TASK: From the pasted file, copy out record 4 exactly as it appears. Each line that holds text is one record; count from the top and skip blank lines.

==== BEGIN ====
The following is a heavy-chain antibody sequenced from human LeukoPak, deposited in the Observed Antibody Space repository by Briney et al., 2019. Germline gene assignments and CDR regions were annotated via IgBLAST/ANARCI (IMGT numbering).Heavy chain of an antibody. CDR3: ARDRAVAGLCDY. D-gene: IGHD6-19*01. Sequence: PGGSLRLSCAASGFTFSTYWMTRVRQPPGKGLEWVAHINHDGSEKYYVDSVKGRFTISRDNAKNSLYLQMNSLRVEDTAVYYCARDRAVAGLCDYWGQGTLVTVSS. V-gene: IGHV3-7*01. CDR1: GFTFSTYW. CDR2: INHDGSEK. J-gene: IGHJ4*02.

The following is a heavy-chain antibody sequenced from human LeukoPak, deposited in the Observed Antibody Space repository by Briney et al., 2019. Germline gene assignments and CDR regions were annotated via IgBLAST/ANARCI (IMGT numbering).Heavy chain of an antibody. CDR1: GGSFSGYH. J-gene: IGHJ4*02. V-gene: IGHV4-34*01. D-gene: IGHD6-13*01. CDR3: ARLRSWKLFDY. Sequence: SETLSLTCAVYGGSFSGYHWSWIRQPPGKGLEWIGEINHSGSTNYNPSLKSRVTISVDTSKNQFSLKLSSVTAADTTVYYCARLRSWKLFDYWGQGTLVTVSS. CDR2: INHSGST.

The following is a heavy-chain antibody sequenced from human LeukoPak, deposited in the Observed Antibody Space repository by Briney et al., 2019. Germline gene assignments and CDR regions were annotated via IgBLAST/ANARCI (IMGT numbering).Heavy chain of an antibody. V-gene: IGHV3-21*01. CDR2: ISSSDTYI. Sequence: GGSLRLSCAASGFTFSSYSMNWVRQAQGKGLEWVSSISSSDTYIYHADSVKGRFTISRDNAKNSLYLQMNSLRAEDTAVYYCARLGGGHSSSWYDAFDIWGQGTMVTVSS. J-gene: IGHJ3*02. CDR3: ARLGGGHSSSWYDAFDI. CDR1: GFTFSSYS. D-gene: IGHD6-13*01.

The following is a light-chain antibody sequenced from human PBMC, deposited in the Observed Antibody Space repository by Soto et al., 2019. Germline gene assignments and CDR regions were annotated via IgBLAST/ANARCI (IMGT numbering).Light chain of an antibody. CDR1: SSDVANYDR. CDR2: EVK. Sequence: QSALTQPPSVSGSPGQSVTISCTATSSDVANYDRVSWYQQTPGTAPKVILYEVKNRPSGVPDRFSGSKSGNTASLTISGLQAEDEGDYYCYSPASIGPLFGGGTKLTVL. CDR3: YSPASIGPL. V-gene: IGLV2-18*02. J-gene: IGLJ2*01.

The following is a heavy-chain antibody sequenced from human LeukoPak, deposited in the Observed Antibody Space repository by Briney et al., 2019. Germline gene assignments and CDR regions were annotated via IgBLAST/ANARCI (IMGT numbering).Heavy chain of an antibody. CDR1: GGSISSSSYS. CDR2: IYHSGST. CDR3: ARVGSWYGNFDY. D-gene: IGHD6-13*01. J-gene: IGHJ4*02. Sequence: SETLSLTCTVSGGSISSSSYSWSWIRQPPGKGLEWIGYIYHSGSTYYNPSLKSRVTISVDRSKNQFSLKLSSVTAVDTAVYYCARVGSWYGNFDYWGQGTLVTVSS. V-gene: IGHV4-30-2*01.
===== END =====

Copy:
The following is a light-chain antibody sequenced from human PBMC, deposited in the Observed Antibody Space repository by Soto et al., 2019. Germline gene assignments and CDR regions were annotated via IgBLAST/ANARCI (IMGT numbering).Light chain of an antibody. CDR1: SSDVANYDR. CDR2: EVK. Sequence: QSALTQPPSVSGSPGQSVTISCTATSSDVANYDRVSWYQQTPGTAPKVILYEVKNRPSGVPDRFSGSKSGNTASLTISGLQAEDEGDYYCYSPASIGPLFGGGTKLTVL. CDR3: YSPASIGPL. V-gene: IGLV2-18*02. J-gene: IGLJ2*01.